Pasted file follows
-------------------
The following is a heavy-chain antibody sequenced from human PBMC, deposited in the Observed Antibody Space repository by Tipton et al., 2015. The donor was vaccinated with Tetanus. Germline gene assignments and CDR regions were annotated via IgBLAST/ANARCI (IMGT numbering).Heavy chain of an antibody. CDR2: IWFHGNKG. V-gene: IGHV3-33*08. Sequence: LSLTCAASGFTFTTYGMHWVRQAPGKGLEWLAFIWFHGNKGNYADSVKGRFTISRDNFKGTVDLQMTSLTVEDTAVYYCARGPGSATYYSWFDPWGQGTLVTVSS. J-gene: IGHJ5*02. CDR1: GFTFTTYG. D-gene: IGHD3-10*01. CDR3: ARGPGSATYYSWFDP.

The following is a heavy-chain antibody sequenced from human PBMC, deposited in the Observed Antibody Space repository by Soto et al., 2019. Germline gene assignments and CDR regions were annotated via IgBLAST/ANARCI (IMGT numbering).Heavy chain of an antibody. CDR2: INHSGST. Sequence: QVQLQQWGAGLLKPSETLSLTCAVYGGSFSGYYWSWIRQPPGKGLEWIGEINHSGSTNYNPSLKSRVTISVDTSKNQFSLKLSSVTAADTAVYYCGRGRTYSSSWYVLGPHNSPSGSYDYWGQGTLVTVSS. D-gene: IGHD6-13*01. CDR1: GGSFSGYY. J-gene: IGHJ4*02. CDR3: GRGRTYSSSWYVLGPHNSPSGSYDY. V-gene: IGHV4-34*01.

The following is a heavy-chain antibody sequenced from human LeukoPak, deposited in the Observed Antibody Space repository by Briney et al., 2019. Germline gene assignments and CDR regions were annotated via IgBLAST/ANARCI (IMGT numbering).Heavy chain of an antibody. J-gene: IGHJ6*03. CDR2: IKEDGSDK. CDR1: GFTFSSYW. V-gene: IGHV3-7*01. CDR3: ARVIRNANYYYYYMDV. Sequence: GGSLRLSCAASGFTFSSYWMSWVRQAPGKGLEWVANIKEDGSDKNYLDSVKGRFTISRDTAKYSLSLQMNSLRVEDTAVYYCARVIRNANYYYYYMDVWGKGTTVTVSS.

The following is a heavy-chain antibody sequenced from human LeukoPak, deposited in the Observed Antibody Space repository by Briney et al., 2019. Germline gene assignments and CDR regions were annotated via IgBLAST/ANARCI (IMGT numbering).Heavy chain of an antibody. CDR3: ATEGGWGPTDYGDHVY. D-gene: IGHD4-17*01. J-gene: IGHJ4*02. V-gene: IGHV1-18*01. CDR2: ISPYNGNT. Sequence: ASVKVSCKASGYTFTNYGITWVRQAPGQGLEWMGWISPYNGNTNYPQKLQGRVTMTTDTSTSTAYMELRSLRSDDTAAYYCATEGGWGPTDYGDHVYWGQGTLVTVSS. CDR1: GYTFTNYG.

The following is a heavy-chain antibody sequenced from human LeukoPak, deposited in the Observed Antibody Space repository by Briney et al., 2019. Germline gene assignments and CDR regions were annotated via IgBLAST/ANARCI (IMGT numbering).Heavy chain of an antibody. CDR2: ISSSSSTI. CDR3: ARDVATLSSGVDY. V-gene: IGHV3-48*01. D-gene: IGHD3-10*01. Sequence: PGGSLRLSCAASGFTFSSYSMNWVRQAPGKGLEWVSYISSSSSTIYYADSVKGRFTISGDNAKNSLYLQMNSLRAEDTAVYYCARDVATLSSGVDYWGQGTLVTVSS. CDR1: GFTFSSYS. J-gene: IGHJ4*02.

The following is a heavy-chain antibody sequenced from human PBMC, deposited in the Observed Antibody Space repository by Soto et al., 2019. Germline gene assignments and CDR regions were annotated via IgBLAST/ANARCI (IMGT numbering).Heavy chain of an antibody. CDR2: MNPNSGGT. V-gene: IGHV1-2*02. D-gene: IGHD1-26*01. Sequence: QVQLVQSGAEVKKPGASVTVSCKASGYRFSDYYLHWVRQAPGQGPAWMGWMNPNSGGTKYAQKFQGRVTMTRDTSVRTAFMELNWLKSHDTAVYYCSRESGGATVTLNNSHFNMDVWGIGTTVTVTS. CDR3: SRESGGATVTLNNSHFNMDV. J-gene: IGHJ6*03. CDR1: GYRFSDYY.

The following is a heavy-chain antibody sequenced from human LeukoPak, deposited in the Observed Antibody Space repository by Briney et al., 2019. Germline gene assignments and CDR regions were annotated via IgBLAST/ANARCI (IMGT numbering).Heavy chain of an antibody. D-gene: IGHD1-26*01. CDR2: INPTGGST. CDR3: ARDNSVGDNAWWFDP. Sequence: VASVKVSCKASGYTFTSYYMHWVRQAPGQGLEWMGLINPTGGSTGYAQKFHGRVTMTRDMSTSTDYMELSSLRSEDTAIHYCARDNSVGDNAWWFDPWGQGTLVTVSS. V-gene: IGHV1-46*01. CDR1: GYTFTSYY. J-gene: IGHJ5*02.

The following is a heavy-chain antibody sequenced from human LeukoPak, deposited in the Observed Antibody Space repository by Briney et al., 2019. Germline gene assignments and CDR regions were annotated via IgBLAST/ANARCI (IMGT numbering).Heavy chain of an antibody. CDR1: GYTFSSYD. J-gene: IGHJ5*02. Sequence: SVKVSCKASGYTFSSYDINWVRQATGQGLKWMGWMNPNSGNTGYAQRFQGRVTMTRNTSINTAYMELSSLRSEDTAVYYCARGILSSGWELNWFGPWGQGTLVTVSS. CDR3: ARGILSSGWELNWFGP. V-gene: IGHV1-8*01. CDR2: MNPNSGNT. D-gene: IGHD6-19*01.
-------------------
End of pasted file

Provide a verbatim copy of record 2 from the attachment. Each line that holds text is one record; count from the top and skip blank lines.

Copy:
The following is a heavy-chain antibody sequenced from human PBMC, deposited in the Observed Antibody Space repository by Soto et al., 2019. Germline gene assignments and CDR regions were annotated via IgBLAST/ANARCI (IMGT numbering).Heavy chain of an antibody. CDR2: INHSGST. Sequence: QVQLQQWGAGLLKPSETLSLTCAVYGGSFSGYYWSWIRQPPGKGLEWIGEINHSGSTNYNPSLKSRVTISVDTSKNQFSLKLSSVTAADTAVYYCGRGRTYSSSWYVLGPHNSPSGSYDYWGQGTLVTVSS. D-gene: IGHD6-13*01. CDR1: GGSFSGYY. J-gene: IGHJ4*02. CDR3: GRGRTYSSSWYVLGPHNSPSGSYDY. V-gene: IGHV4-34*01.